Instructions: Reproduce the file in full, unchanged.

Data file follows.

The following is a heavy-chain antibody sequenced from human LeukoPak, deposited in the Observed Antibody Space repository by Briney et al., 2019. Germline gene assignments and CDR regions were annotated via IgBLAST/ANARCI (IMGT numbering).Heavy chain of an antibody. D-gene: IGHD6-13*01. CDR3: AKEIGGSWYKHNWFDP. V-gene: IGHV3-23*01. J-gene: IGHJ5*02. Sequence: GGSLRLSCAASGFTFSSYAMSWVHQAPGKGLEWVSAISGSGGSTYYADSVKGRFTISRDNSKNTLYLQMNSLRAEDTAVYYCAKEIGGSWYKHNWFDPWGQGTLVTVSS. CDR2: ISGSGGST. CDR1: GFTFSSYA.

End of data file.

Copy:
The following is a heavy-chain antibody sequenced from human LeukoPak, deposited in the Observed Antibody Space repository by Briney et al., 2019. Germline gene assignments and CDR regions were annotated via IgBLAST/ANARCI (IMGT numbering).Heavy chain of an antibody. D-gene: IGHD6-13*01. CDR3: AKEIGGSWYKHNWFDP. V-gene: IGHV3-23*01. J-gene: IGHJ5*02. Sequence: GGSLRLSCAASGFTFSSYAMSWVHQAPGKGLEWVSAISGSGGSTYYADSVKGRFTISRDNSKNTLYLQMNSLRAEDTAVYYCAKEIGGSWYKHNWFDPWGQGTLVTVSS. CDR2: ISGSGGST. CDR1: GFTFSSYA.